Close-up farmhouse along Highway #95

Close-up farmhouse along Highway #95

What the hay? Highway #95

What the hay? Highway #95

The second leg of the Golden Triangle is very different from the other two. There is no big pass. The grade is rolling but not flat. It is very pastoral with beautiful mountains on either side with ranch land and a very long water land management area running 270 miles through the Columbia Valley. You pass Mount Ethelbert (at the forefront of Bugaboo Park) whose top is lightly frosted with snow. The trees are still in fall colour bloom here as this valley is always warmer than the eastern slopes of the Rockies. You just peddle and peddle and admire the expansive views.

Mount Ethelbert along Highway #95

Mount Ethelbert along Highway #95

It is very quiet along the highway at this time. There are logging trucks and everyone local seems to drive a truck. The logging trucks give of the scent of pine as they pass in the opposite direction so they are not entirely unpleasant. The drivers are kind and give plenty of room as there is really no shoulder to speak of. It is best to be just left of the right road market as the road is smooth there.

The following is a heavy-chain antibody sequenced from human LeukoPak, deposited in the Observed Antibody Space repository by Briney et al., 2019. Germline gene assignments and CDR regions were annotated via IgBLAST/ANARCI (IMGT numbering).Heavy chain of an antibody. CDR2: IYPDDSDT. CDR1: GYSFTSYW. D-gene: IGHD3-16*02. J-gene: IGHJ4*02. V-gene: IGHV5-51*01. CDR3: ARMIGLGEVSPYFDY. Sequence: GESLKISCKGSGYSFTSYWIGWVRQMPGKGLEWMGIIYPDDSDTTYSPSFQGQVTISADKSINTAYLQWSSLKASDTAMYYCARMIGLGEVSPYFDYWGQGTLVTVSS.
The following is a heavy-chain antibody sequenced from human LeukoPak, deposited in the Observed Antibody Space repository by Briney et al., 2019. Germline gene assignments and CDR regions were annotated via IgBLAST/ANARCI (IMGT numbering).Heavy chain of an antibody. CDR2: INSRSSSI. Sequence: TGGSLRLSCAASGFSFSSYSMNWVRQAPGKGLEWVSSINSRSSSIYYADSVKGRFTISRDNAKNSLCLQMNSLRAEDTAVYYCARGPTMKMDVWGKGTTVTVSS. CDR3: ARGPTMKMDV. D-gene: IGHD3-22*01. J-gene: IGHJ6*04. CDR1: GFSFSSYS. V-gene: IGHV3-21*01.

Nothing is open on this road and everything is for sale. It seems the realtor to have is Bob Tegart who seems to have a monopoly as a real estate agent. You see you notice things like this on a bike.

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Again, I had to do without a proper lunch. I was hoping to eat at “The Spilli Bean” but it is seasonal. I tell you those protein bars, beef jerky and almonds just don’t make the mark! I am not keeping up with my caloric expenditure. Oh well, it’s always good to drop a few pounds.

About 13 km out of Golden I looked up and about 100 m in front of me a black bear strode across the highway (a bear’s idea of an extreme sport) and looked at me. The Radium campground bear had followed me! Ha! A car coming from the other direction which encouraged him into the bush and out of sight. Good bear!

It does seem like it takes forever to get to Golden. At least things are open here. I stopped at the Overwaitea to replenish snack supplies. It was warm and 17 C. Wow the weather has been just great! I then did a tour of historic downtown Golden (5 count them 5 minutes) and then proceeded to the local campground. Every campground, and even the chalets I stayed at. have been conveniently placed beside active railway tracks. The goods must be delivered which accounts for at least 3 awakenings during the night!

The campground is lovely and quiet with falling leaves on the tent. I had a hot shower (oh the joy of it) and have settled into my tent to write this blog and then read a bit of my e-book before fatigue envelopes me.